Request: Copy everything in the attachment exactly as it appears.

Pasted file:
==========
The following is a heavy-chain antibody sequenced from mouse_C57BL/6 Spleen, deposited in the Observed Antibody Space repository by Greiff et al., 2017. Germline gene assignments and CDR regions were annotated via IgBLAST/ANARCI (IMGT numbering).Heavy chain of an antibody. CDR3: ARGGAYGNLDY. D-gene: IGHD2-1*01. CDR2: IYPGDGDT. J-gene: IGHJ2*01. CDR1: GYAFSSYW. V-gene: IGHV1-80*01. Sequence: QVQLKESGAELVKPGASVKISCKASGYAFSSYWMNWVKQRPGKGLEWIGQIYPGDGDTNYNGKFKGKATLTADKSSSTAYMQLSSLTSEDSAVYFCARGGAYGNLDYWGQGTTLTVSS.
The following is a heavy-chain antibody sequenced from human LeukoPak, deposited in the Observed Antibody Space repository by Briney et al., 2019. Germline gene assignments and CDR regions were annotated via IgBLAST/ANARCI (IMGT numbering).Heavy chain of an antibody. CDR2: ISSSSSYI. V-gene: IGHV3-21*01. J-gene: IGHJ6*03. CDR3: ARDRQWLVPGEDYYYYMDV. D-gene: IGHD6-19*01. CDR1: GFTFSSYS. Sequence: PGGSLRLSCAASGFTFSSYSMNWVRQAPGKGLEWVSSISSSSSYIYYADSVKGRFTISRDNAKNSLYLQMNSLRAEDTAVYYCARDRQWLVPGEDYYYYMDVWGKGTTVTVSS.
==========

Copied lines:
The following is a heavy-chain antibody sequenced from mouse_C57BL/6 Spleen, deposited in the Observed Antibody Space repository by Greiff et al., 2017. Germline gene assignments and CDR regions were annotated via IgBLAST/ANARCI (IMGT numbering).Heavy chain of an antibody. CDR3: ARGGAYGNLDY. D-gene: IGHD2-1*01. CDR2: IYPGDGDT. J-gene: IGHJ2*01. CDR1: GYAFSSYW. V-gene: IGHV1-80*01. Sequence: QVQLKESGAELVKPGASVKISCKASGYAFSSYWMNWVKQRPGKGLEWIGQIYPGDGDTNYNGKFKGKATLTADKSSSTAYMQLSSLTSEDSAVYFCARGGAYGNLDYWGQGTTLTVSS.
The following is a heavy-chain antibody sequenced from human LeukoPak, deposited in the Observed Antibody Space repository by Briney et al., 2019. Germline gene assignments and CDR regions were annotated via IgBLAST/ANARCI (IMGT numbering).Heavy chain of an antibody. CDR2: ISSSSSYI. V-gene: IGHV3-21*01. J-gene: IGHJ6*03. CDR3: ARDRQWLVPGEDYYYYMDV. D-gene: IGHD6-19*01. CDR1: GFTFSSYS. Sequence: PGGSLRLSCAASGFTFSSYSMNWVRQAPGKGLEWVSSISSSSSYIYYADSVKGRFTISRDNAKNSLYLQMNSLRAEDTAVYYCARDRQWLVPGEDYYYYMDVWGKGTTVTVSS.